Conclusion: One of the most challenging tasks for a CIO is to implement cultural change, or transformation, so it energises people and cements the business relationship with clients and suppliers. Instant success is unlikely. This is because implementing cultural change takes time as relationships have to be nurtured, trust

  • It pays to watch your languages

    Conclusion: All organisations are multilingual, and most, more so than may seem apparent on the surface. A systematic effort to minimise the likelihood and impact of communication problems can lead to significant cost savings, productivity improvements, and improvement of staff morale. Data quality, the quality of system integration, and the quality of product

  • The dimming of IT kudos and what to do about it

    Conclusion:The dimming of IT kudos can be exemplified in a number of ways including: IT not being invited to the

  • Do not overlook the evolving value propositions of Indian IT service providers

    Conclusion: With cumulative revenue in excess of $1 billion, and penetration into the majority of ASX50 organisations,Indian based IT service providers are clearly a well-established and credentialed participant in the Australian IT environment. The adoption of these vendors by Australian organisations has continued to accelerate in recent years. An increased challenge for

  • Archiving update 2011

    Conclusion:As discussed in “Backup is not Archive!1 all IT

  • The rise of high performance management teams

    Conclusion: The Australian Institute of Management recognises that leadership and management will need to continue to evolve to keep up with technological innovation and globalisation. Whilst organisations are usually aware of the need to keep up with technological changes, they often struggle with the practical implications for management and impact on organisational structure. On the

  • Google, Facebook, Apple, Amazon and the Social Enterprise

    Conclusion: The intense focus on social media and related technologies and how it will influence organisations has increased in the last year. Nor will it dim. The catalyst for the change has emanated from four companies and their products which have significantly altered behaviour and interaction with technology – in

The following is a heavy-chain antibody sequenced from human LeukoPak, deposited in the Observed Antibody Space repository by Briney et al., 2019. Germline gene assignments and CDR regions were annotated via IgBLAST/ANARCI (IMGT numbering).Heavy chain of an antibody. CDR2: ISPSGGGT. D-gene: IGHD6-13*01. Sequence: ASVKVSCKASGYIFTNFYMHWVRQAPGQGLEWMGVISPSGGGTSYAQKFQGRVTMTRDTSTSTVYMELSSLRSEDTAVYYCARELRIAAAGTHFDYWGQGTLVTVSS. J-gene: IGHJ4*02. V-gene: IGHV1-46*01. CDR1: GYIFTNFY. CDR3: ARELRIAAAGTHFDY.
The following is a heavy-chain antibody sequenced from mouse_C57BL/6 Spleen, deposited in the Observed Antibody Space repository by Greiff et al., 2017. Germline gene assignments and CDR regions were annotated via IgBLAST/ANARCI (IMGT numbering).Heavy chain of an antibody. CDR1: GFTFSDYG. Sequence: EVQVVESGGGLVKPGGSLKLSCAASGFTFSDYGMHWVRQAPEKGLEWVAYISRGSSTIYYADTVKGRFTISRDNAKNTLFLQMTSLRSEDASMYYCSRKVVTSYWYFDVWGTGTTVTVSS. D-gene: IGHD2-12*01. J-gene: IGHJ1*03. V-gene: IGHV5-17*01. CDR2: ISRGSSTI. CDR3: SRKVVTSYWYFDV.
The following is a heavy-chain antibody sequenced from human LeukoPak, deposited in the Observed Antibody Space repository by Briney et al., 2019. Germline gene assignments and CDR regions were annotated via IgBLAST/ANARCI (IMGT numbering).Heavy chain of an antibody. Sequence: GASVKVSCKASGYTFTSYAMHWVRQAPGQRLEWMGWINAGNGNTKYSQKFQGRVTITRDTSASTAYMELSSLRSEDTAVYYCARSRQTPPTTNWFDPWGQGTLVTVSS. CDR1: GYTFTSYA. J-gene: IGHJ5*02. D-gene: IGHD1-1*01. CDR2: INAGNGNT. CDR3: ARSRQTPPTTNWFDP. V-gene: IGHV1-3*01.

• Key steps in establishing a Business Intelligence Competency Centre

    Conclusion:A competency centre for Business Intelligence (BI) must have an active mandate and involvement from the senior executive to sustain optimised delivery of the organisational BI strategy. This leadership is a key factor in the ability to successfully deliver the initial benefits of the competency centre within a three month development period, establishing long term

  • Should I wait for Windows 8? No. No. and No!

    Conclusion: Organisations that are still running Windows XP fleets are debating holding off a desktop refresh (to Windows 7) until Windows 8 becomes available. There are three key considerations to this discussion: product functionality, management, and licensing. In each of these three categories, IBRS concludes that there is no compelling reason to wait for Windows 8.

  • Customer experience in a virtual market

    Conclusion: The challenge of servicing customers well through various channels and over many devices has added considerable complexity to operations. The blindness of monitoring how well the IT operation is working has been removed and now data flows in huge amounts. The principal goal is to provide high quality customer